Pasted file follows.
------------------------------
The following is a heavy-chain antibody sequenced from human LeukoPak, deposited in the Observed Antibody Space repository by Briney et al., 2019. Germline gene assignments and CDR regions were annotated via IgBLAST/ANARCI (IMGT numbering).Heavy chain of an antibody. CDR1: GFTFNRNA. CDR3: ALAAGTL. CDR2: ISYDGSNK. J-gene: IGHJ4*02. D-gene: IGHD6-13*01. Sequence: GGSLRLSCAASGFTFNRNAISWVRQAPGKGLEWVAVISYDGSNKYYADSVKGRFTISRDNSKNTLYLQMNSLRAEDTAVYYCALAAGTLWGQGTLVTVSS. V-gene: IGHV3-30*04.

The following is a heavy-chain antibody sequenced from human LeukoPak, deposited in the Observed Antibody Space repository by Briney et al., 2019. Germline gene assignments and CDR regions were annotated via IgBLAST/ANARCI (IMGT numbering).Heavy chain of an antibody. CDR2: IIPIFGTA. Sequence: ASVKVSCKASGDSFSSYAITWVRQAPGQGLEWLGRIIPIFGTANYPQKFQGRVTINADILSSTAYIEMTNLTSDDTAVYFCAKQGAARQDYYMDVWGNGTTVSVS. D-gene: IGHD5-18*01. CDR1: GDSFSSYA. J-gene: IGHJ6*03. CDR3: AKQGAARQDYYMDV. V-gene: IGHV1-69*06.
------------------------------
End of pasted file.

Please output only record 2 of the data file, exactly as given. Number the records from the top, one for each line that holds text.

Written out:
The following is a heavy-chain antibody sequenced from human LeukoPak, deposited in the Observed Antibody Space repository by Briney et al., 2019. Germline gene assignments and CDR regions were annotated via IgBLAST/ANARCI (IMGT numbering).Heavy chain of an antibody. CDR2: IIPIFGTA. Sequence: ASVKVSCKASGDSFSSYAITWVRQAPGQGLEWLGRIIPIFGTANYPQKFQGRVTINADILSSTAYIEMTNLTSDDTAVYFCAKQGAARQDYYMDVWGNGTTVSVS. D-gene: IGHD5-18*01. CDR1: GDSFSSYA. J-gene: IGHJ6*03. CDR3: AKQGAARQDYYMDV. V-gene: IGHV1-69*06.